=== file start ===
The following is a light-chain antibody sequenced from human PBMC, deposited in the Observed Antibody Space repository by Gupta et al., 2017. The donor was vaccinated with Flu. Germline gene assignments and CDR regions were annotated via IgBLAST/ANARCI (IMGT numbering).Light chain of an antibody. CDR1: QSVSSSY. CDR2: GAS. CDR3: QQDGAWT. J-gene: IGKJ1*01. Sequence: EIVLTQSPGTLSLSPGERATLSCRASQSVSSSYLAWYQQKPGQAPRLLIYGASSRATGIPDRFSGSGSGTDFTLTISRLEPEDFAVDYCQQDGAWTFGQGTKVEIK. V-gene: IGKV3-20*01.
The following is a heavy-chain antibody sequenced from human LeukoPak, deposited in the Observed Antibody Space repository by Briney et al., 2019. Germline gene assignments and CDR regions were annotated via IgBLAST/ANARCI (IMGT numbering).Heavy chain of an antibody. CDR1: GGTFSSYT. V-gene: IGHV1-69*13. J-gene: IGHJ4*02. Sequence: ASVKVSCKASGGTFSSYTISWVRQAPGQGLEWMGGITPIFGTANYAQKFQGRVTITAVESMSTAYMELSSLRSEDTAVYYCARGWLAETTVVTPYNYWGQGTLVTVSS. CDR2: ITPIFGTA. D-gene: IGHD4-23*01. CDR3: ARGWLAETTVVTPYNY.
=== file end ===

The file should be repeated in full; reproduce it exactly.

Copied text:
The following is a light-chain antibody sequenced from human PBMC, deposited in the Observed Antibody Space repository by Gupta et al., 2017. The donor was vaccinated with Flu. Germline gene assignments and CDR regions were annotated via IgBLAST/ANARCI (IMGT numbering).Light chain of an antibody. CDR1: QSVSSSY. CDR2: GAS. CDR3: QQDGAWT. J-gene: IGKJ1*01. Sequence: EIVLTQSPGTLSLSPGERATLSCRASQSVSSSYLAWYQQKPGQAPRLLIYGASSRATGIPDRFSGSGSGTDFTLTISRLEPEDFAVDYCQQDGAWTFGQGTKVEIK. V-gene: IGKV3-20*01.
The following is a heavy-chain antibody sequenced from human LeukoPak, deposited in the Observed Antibody Space repository by Briney et al., 2019. Germline gene assignments and CDR regions were annotated via IgBLAST/ANARCI (IMGT numbering).Heavy chain of an antibody. CDR1: GGTFSSYT. V-gene: IGHV1-69*13. J-gene: IGHJ4*02. Sequence: ASVKVSCKASGGTFSSYTISWVRQAPGQGLEWMGGITPIFGTANYAQKFQGRVTITAVESMSTAYMELSSLRSEDTAVYYCARGWLAETTVVTPYNYWGQGTLVTVSS. CDR2: ITPIFGTA. D-gene: IGHD4-23*01. CDR3: ARGWLAETTVVTPYNY.